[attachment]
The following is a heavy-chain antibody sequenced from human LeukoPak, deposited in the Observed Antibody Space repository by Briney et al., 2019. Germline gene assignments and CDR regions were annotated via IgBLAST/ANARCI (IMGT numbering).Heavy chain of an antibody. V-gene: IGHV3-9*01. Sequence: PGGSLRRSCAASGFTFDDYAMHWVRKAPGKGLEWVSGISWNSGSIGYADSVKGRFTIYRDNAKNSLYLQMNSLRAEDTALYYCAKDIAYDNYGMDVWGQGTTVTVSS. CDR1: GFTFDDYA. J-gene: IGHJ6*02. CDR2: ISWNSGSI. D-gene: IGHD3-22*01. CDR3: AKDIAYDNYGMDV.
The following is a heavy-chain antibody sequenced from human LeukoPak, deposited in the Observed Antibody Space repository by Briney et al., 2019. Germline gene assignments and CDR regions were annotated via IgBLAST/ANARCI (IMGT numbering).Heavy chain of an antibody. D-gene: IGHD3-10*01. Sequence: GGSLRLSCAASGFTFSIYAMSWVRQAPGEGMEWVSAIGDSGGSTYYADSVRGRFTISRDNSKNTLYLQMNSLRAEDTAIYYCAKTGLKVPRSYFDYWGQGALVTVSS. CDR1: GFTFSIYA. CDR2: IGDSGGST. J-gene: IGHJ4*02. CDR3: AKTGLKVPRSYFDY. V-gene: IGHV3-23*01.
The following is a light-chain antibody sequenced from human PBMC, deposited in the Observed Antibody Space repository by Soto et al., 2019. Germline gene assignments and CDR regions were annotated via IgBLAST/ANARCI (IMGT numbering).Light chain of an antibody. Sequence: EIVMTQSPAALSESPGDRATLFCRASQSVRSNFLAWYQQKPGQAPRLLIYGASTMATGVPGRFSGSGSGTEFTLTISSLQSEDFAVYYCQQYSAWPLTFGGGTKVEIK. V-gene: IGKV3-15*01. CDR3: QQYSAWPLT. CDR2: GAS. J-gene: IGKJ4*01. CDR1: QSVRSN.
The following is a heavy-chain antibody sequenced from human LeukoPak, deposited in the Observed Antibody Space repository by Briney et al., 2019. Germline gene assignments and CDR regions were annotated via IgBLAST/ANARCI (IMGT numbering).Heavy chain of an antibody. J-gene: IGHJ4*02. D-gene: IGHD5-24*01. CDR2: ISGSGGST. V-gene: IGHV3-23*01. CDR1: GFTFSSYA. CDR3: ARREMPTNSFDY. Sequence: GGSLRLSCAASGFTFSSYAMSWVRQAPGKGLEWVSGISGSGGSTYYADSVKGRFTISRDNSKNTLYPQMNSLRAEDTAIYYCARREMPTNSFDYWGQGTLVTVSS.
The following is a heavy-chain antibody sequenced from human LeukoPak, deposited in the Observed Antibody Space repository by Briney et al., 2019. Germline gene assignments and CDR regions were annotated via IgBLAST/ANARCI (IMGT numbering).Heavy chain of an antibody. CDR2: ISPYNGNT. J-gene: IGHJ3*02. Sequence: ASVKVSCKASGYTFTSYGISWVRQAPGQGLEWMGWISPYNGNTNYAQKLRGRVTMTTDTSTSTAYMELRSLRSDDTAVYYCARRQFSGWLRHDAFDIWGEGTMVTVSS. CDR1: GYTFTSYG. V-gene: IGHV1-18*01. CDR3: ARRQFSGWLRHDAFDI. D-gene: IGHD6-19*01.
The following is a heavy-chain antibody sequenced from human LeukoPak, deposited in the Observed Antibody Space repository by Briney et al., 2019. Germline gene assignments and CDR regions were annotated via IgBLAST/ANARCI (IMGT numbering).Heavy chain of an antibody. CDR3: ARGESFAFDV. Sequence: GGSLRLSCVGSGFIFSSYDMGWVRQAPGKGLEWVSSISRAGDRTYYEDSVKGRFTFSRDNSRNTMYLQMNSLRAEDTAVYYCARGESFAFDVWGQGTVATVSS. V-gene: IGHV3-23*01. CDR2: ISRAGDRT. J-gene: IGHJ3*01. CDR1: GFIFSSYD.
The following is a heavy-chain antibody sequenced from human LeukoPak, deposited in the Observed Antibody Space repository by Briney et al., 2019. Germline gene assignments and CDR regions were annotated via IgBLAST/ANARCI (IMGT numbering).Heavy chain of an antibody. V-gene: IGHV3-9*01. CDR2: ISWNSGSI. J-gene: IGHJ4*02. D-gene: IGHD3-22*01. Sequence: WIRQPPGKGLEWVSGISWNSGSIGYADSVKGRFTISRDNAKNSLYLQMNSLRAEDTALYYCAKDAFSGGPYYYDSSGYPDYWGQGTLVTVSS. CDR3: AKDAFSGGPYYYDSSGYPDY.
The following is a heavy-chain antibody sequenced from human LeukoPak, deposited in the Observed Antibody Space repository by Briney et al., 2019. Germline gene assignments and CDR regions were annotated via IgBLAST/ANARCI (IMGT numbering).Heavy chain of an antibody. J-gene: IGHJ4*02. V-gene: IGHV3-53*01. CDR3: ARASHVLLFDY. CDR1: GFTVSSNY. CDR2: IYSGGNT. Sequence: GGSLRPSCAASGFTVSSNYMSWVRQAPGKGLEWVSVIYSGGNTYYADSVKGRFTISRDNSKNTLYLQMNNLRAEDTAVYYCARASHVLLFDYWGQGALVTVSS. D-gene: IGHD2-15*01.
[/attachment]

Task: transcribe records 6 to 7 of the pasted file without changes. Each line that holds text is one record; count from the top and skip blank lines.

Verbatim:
The following is a heavy-chain antibody sequenced from human LeukoPak, deposited in the Observed Antibody Space repository by Briney et al., 2019. Germline gene assignments and CDR regions were annotated via IgBLAST/ANARCI (IMGT numbering).Heavy chain of an antibody. CDR3: ARGESFAFDV. Sequence: GGSLRLSCVGSGFIFSSYDMGWVRQAPGKGLEWVSSISRAGDRTYYEDSVKGRFTFSRDNSRNTMYLQMNSLRAEDTAVYYCARGESFAFDVWGQGTVATVSS. V-gene: IGHV3-23*01. CDR2: ISRAGDRT. J-gene: IGHJ3*01. CDR1: GFIFSSYD.
The following is a heavy-chain antibody sequenced from human LeukoPak, deposited in the Observed Antibody Space repository by Briney et al., 2019. Germline gene assignments and CDR regions were annotated via IgBLAST/ANARCI (IMGT numbering).Heavy chain of an antibody. V-gene: IGHV3-9*01. CDR2: ISWNSGSI. J-gene: IGHJ4*02. D-gene: IGHD3-22*01. Sequence: WIRQPPGKGLEWVSGISWNSGSIGYADSVKGRFTISRDNAKNSLYLQMNSLRAEDTALYYCAKDAFSGGPYYYDSSGYPDYWGQGTLVTVSS. CDR3: AKDAFSGGPYYYDSSGYPDY.